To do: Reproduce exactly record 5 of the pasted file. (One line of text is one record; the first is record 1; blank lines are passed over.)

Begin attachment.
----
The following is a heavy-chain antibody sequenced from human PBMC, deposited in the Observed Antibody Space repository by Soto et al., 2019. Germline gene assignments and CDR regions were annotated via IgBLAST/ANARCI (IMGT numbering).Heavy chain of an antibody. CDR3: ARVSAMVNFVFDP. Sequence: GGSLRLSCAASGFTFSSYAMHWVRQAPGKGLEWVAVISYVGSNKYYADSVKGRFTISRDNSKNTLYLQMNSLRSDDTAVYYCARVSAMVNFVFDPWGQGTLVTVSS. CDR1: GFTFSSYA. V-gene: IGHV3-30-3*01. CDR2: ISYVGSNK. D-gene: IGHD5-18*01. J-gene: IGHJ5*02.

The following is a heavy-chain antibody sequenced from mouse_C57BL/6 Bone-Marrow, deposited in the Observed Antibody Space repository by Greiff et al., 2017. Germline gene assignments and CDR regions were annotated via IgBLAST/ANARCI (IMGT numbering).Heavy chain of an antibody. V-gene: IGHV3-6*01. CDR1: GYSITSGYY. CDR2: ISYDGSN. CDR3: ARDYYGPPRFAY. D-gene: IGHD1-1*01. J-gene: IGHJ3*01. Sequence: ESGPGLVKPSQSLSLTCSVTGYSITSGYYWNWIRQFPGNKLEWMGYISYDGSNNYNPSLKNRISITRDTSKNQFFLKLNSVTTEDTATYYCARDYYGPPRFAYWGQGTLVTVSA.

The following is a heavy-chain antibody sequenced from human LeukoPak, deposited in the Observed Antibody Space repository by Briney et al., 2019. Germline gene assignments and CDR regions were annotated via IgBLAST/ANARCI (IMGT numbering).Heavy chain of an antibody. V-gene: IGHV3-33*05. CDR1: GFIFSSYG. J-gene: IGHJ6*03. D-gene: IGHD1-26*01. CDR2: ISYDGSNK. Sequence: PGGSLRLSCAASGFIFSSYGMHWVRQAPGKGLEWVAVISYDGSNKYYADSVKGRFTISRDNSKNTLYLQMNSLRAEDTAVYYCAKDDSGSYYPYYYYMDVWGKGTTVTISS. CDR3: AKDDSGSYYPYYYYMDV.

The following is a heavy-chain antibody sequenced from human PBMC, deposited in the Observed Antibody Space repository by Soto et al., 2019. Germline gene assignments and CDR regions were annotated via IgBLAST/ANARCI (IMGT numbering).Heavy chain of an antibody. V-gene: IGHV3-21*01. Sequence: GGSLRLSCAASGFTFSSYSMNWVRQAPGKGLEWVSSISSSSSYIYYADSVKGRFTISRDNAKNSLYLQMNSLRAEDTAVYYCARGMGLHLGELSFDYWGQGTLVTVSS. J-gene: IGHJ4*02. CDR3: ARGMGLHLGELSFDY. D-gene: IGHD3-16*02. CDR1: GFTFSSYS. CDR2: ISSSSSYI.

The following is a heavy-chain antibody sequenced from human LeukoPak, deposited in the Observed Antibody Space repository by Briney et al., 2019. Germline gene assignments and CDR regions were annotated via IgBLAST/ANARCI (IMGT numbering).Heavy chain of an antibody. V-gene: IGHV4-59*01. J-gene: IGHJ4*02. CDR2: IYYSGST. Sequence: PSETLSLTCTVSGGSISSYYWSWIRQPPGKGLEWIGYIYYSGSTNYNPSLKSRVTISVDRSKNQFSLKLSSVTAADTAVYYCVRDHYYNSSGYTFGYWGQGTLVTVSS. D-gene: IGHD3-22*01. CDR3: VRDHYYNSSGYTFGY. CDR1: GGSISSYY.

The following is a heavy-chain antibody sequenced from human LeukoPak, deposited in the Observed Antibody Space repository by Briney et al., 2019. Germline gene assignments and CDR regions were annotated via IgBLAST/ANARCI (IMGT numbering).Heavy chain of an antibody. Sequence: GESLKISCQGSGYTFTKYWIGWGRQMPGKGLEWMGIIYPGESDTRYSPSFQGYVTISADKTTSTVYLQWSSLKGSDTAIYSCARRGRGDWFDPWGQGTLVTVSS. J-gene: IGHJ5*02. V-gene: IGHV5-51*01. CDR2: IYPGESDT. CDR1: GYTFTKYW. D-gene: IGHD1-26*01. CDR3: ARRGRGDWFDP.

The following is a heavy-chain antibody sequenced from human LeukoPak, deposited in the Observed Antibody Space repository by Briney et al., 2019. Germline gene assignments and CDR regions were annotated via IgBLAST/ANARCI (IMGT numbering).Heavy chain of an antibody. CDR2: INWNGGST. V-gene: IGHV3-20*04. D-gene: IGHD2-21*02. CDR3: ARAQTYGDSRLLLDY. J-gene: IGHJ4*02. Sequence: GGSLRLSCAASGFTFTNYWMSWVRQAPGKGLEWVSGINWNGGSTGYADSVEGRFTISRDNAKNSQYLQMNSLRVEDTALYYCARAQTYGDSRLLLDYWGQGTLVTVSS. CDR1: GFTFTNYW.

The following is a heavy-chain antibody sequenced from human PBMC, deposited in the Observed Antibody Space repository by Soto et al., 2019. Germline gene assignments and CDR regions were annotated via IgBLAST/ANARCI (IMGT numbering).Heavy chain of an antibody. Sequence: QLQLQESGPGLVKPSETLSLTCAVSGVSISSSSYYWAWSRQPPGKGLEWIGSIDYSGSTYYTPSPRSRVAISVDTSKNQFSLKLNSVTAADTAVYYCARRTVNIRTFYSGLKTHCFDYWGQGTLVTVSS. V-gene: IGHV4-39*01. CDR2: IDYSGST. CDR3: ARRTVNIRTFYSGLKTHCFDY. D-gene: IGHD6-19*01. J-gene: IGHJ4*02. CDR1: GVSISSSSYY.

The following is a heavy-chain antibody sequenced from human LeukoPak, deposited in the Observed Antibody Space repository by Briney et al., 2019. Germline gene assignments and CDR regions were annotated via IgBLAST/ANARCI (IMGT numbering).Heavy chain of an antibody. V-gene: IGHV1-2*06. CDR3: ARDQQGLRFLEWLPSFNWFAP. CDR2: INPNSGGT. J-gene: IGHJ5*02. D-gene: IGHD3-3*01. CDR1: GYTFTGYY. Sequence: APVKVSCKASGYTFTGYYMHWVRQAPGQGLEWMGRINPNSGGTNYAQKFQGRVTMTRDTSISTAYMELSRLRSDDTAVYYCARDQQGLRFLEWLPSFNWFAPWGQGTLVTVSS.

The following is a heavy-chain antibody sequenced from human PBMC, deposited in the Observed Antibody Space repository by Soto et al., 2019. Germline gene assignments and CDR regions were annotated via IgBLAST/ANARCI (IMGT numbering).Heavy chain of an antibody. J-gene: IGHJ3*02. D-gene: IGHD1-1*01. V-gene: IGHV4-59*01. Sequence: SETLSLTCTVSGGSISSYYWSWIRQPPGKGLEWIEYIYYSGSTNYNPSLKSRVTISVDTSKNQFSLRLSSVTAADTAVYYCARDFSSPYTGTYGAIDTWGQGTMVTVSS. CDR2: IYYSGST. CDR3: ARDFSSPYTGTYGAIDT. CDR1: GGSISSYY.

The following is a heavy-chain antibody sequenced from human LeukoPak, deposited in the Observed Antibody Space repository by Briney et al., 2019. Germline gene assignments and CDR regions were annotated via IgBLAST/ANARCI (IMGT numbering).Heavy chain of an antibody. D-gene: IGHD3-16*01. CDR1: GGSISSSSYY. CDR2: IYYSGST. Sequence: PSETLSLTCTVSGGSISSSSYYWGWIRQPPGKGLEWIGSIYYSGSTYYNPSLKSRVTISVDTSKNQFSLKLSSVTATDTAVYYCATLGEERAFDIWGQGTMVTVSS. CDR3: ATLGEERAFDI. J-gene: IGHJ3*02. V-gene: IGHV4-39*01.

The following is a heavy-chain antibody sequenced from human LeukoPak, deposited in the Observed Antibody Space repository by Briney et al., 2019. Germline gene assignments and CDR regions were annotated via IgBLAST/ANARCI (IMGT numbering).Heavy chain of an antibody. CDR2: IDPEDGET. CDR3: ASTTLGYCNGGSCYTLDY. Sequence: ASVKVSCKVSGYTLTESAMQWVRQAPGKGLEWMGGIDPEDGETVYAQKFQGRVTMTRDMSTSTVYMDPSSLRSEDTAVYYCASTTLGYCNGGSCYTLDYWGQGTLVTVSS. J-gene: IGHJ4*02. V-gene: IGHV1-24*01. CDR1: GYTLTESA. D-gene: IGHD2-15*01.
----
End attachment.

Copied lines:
The following is a heavy-chain antibody sequenced from human LeukoPak, deposited in the Observed Antibody Space repository by Briney et al., 2019. Germline gene assignments and CDR regions were annotated via IgBLAST/ANARCI (IMGT numbering).Heavy chain of an antibody. V-gene: IGHV4-59*01. J-gene: IGHJ4*02. CDR2: IYYSGST. Sequence: PSETLSLTCTVSGGSISSYYWSWIRQPPGKGLEWIGYIYYSGSTNYNPSLKSRVTISVDRSKNQFSLKLSSVTAADTAVYYCVRDHYYNSSGYTFGYWGQGTLVTVSS. D-gene: IGHD3-22*01. CDR3: VRDHYYNSSGYTFGY. CDR1: GGSISSYY.